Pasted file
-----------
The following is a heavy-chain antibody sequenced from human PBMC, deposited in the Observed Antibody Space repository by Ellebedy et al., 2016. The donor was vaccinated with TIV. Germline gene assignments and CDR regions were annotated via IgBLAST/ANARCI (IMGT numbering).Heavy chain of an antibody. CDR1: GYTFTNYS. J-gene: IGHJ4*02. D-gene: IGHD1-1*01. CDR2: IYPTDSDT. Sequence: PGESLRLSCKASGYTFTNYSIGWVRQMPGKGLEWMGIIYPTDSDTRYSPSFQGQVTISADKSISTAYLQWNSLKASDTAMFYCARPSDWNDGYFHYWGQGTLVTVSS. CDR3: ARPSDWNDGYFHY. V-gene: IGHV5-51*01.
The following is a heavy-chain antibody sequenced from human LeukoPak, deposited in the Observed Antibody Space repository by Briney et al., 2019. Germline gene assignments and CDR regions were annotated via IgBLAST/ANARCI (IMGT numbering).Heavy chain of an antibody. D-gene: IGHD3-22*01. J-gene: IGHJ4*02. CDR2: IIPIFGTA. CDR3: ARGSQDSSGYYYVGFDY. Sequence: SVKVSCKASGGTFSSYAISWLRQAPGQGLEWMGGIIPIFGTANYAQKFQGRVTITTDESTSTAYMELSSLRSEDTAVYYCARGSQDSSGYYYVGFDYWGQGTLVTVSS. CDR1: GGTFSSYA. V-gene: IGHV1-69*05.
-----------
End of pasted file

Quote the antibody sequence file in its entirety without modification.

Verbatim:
The following is a heavy-chain antibody sequenced from human PBMC, deposited in the Observed Antibody Space repository by Ellebedy et al., 2016. The donor was vaccinated with TIV. Germline gene assignments and CDR regions were annotated via IgBLAST/ANARCI (IMGT numbering).Heavy chain of an antibody. CDR1: GYTFTNYS. J-gene: IGHJ4*02. D-gene: IGHD1-1*01. CDR2: IYPTDSDT. Sequence: PGESLRLSCKASGYTFTNYSIGWVRQMPGKGLEWMGIIYPTDSDTRYSPSFQGQVTISADKSISTAYLQWNSLKASDTAMFYCARPSDWNDGYFHYWGQGTLVTVSS. CDR3: ARPSDWNDGYFHY. V-gene: IGHV5-51*01.
The following is a heavy-chain antibody sequenced from human LeukoPak, deposited in the Observed Antibody Space repository by Briney et al., 2019. Germline gene assignments and CDR regions were annotated via IgBLAST/ANARCI (IMGT numbering).Heavy chain of an antibody. D-gene: IGHD3-22*01. J-gene: IGHJ4*02. CDR2: IIPIFGTA. CDR3: ARGSQDSSGYYYVGFDY. Sequence: SVKVSCKASGGTFSSYAISWLRQAPGQGLEWMGGIIPIFGTANYAQKFQGRVTITTDESTSTAYMELSSLRSEDTAVYYCARGSQDSSGYYYVGFDYWGQGTLVTVSS. CDR1: GGTFSSYA. V-gene: IGHV1-69*05.